Getting the finger from germs

New research from the University of Colorado at Boulder finds that germs might be as useful as fingerprints, potentially a major breakthrough for forensic scientists. It was revealed that touching objects, such as keyboards, leaves a unique bacterial DNA that can be matched to the person who left it behind.

According to LiveScience, previous research by Noah Fierer and his team had found that a person typically carries around about 150 bacterial species on their hand, and on average only 13 percent of those species are shared between two people.

Lead study author, Fierer says:

“Each one of us leaves a unique trail of bugs behind as we travel through our daily lives… While this project is still in its preliminary stages, it could provide a way for forensics experts to independently confirm the accuracy of DNA and   fingerprint analyses.”

Fierer’s team performed three experiments to test the accuracy of bacterial DNA. In the first test, they swabbed keyboards from three different computers for bacteria and were able to match each computer to its owner. A second experiment used swabs from nine different computer mice, where they also matched each to its owner.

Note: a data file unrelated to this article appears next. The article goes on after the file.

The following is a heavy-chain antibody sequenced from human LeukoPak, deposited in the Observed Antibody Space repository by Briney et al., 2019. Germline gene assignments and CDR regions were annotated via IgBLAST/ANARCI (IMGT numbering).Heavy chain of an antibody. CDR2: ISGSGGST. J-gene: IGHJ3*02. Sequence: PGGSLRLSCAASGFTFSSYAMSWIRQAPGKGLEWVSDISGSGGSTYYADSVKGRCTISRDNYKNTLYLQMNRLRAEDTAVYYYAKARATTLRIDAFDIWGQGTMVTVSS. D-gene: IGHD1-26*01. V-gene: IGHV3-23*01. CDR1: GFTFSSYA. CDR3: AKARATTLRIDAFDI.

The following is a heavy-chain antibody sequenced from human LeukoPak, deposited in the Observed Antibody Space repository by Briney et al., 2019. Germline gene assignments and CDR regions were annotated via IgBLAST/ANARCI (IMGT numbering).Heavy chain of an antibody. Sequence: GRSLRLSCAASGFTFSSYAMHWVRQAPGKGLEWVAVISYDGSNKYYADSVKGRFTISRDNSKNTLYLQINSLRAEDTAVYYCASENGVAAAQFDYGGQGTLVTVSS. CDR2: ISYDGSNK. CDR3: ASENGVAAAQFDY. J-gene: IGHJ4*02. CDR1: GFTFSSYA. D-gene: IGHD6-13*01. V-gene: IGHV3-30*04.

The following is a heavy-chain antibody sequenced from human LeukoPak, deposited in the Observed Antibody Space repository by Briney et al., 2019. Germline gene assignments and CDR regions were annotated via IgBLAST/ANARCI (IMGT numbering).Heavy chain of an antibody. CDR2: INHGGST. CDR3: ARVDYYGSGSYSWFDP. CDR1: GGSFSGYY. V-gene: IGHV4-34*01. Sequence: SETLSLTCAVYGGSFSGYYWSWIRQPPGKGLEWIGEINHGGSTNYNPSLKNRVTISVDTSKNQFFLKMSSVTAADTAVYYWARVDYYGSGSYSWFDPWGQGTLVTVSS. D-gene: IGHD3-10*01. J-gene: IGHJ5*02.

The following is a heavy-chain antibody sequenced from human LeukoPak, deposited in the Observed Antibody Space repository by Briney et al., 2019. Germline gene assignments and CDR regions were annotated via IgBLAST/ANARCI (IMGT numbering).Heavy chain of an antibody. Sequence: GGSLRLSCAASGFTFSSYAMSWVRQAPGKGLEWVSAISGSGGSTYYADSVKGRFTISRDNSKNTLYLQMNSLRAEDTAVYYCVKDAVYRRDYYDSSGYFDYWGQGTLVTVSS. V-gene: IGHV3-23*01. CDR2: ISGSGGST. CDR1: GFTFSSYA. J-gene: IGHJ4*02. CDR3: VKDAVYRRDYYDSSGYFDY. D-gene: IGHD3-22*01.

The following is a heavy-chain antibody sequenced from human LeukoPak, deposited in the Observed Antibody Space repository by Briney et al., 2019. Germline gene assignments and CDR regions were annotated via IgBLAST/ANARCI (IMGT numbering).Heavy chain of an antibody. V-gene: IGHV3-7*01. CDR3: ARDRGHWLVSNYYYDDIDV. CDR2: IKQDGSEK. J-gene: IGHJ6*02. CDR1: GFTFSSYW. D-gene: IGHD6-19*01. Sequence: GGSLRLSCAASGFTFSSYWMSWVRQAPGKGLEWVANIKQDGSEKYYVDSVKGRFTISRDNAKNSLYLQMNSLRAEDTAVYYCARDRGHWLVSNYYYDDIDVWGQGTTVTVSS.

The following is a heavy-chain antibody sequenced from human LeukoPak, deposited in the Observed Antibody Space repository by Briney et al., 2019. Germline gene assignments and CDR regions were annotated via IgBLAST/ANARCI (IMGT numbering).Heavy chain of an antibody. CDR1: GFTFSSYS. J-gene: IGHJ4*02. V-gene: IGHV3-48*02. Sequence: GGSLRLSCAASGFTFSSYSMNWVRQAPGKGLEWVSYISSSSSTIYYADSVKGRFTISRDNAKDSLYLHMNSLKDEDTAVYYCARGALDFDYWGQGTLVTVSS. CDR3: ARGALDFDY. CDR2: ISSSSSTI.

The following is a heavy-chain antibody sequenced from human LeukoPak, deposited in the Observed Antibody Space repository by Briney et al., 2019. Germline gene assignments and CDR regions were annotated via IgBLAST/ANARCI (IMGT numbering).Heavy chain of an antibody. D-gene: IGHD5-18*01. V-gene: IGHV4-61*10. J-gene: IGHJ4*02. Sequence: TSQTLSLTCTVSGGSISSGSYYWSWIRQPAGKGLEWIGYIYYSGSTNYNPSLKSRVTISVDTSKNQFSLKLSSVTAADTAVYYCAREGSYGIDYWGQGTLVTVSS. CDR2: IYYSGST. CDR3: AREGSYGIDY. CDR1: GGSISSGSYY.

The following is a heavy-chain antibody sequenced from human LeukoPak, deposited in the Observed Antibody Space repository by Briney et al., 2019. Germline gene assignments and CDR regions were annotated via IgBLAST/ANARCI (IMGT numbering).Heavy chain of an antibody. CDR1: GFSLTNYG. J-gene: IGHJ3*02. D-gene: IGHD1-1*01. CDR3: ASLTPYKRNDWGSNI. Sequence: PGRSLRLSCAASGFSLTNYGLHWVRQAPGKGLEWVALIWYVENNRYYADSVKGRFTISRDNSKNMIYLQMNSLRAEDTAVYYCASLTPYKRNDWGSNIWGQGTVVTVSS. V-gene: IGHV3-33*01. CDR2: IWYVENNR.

The samples were compared to the DNA of 270 random people, and according to LiveScience, it was discovered the swabs from the computer owners were a significantly closer match to the bacterial DNA on each computer than the random samples. In a third experiment, BBC reports it was found that hand bacteria can survive at room temperature for up to two weeks and still provide an accurate analysis.

BBC also points out the technique is currently 70 percent to 90 percent accurate, and hopefully this percentage will increase as both the technique and technology improve. The study was published in this week’s issue of the Proceedings of the National Academy of Sciences.

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